Saying No

People talk a big game about about how they want their life to be more “balanced.” They wish they had more time. They always feel tired, stressed, or overwhelmed. They don’t sleep enough. Finances are tight. They don’t see friends as much as they’d like, etc… Actually, I feel like this an awful lot of the time, and I’m starting to realize that it often comes down to one thing:

    I have limited time, money, and energy, but I act like I don’t.

I pretend I have unlimited time when I stay up late instead of going to sleep. I act like I have money to burn when I go out for dinner with perfectly good food in the fridge. I imagine that I am a machine and not a human being when I schedule friends, work, errands, and out-of-town trips back to back for two weeks solid.

I originally drafted a very long post that dug into each of those three resources – time, money, and energy. I discussed how to quantify them and leverage excess amounts of one to make up for a deficiency of another. I had a long lecture with a bunch of math in which I concluded that you get about 40 hours of disposable time a week after doing the bare minimum of sleeping, eating, and working a full-time job, so you should use your time accordingly. But after writing lots of what amounted to pretty obvious “life-hacking” tips, I realized that it’s pretty much all about saying “no.”

Some of us, some of the time, are good at saying “no” to spending money when we can’t afford it. That is basic financial responsibility, and it’s generally understood that you shouldn’t be allowed to be an adult until you possess it. What very few of us are good at is saying “no” to spending time and energy when we can’t afford it. Unfortunately, almost every adult I know – including myself sometimes – is not only pretty awful at this, but doesn’t even consider it an important skill.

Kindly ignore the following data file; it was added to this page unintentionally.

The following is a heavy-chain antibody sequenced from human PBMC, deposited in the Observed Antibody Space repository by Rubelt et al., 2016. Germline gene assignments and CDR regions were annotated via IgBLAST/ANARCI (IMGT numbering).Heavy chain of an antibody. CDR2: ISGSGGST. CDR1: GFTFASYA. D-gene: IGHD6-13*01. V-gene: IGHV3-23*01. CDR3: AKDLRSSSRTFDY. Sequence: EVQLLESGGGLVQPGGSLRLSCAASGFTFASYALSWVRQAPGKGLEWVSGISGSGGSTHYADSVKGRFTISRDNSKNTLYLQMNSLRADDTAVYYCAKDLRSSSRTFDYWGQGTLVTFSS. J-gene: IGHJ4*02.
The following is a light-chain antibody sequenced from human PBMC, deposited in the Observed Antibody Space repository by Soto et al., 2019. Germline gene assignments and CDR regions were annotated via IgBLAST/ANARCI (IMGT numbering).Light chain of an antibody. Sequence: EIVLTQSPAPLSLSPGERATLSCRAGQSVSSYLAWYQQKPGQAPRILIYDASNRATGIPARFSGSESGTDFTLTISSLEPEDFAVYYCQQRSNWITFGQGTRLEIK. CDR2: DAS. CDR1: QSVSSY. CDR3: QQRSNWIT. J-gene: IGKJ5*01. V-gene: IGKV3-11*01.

Imagine a friend invites you along on a weekend trip to New York. You are short on money lately, and Manhattan is an expensive place to visit. It’s hard, but you have to say no. You say “I wish I could, but I just can’t afford it.” Your friend does not argue that you technically could make it happen – by borrowing the money, skipping paying your bills this month, or acquiring some credit card debt. That would be extremely stupid and not worth it, and both you and your friend know it.

Now imagine the same situation with one difference: you have money to spare, but you have been very worn out lately and not getting much sleep. Do you tell your friend “I’m sorry, I’m just not up to it. I don’t have the time or the energy?” Even if we do, I think most of the time our friend attempts to convince us (and does not have a hard time doing so) that we could totally make it work. We agree to the weekend trip and – without really thinking about it or meaning to – decide that we will just do all the sleeping, resting, housework, shopping, errands, seeing friends, and everything else we would have done and need to do that weekend “some other time.” We don’t figure out where that time is going to magically come from. And we don’t consider that we will be even more worn out after a couple nights in the big city and not up to hitting the ground running on Monday to make up for lost time.

We make ruinous, bankrupting decisions with our time and energy while carefully stewarding our money. We even save up money for unforeseen needs, but have you ever “saved up” time or energy? I usually spend mine as soon as I get it – and then spend some more that I don’t have. We are so careful with money, which can buy goods and services, but utterly frivolous with the resources we need to function as decent, effective, creative, and loving human beings. Being short on money may impact my credit rating, but being short on energy impacts my marriage and being short on time impacts my friendships. I can love my daughter and be an encouraging co-worker with $0 in the bank, but when I am sleep deprived and burnt out I can’t do either of those things no matter how much cash I have on hand.

If God wanted us to have more hours in a day or require less sleep, he would have built humans or the world differently. He didn’t. We need to learn to say “no” wisely and without guilt. Only when we do so are we able to say “yes” to the things that matter most.

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It took me a minute, but then I figured it out.

I used to feel like a substandard Mom.